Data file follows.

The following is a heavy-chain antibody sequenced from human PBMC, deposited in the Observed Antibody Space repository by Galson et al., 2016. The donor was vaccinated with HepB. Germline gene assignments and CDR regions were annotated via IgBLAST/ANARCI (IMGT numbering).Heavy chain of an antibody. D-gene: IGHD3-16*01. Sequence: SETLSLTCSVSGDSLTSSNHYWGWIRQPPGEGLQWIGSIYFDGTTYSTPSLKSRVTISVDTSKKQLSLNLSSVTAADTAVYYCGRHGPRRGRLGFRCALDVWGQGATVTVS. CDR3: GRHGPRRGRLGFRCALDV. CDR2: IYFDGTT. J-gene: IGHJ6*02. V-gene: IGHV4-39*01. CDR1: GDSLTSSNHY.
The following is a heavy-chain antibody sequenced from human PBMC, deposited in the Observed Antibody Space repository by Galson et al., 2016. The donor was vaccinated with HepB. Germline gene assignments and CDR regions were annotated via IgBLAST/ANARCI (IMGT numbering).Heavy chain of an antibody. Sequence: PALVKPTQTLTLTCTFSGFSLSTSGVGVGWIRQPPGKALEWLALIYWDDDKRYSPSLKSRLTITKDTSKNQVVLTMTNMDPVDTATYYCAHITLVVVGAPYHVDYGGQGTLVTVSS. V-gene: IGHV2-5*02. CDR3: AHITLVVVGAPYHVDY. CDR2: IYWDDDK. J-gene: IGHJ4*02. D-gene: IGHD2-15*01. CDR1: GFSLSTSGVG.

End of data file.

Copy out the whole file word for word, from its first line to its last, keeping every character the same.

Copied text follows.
The following is a heavy-chain antibody sequenced from human PBMC, deposited in the Observed Antibody Space repository by Galson et al., 2016. The donor was vaccinated with HepB. Germline gene assignments and CDR regions were annotated via IgBLAST/ANARCI (IMGT numbering).Heavy chain of an antibody. D-gene: IGHD3-16*01. Sequence: SETLSLTCSVSGDSLTSSNHYWGWIRQPPGEGLQWIGSIYFDGTTYSTPSLKSRVTISVDTSKKQLSLNLSSVTAADTAVYYCGRHGPRRGRLGFRCALDVWGQGATVTVS. CDR3: GRHGPRRGRLGFRCALDV. CDR2: IYFDGTT. J-gene: IGHJ6*02. V-gene: IGHV4-39*01. CDR1: GDSLTSSNHY.
The following is a heavy-chain antibody sequenced from human PBMC, deposited in the Observed Antibody Space repository by Galson et al., 2016. The donor was vaccinated with HepB. Germline gene assignments and CDR regions were annotated via IgBLAST/ANARCI (IMGT numbering).Heavy chain of an antibody. Sequence: PALVKPTQTLTLTCTFSGFSLSTSGVGVGWIRQPPGKALEWLALIYWDDDKRYSPSLKSRLTITKDTSKNQVVLTMTNMDPVDTATYYCAHITLVVVGAPYHVDYGGQGTLVTVSS. V-gene: IGHV2-5*02. CDR3: AHITLVVVGAPYHVDY. CDR2: IYWDDDK. J-gene: IGHJ4*02. D-gene: IGHD2-15*01. CDR1: GFSLSTSGVG.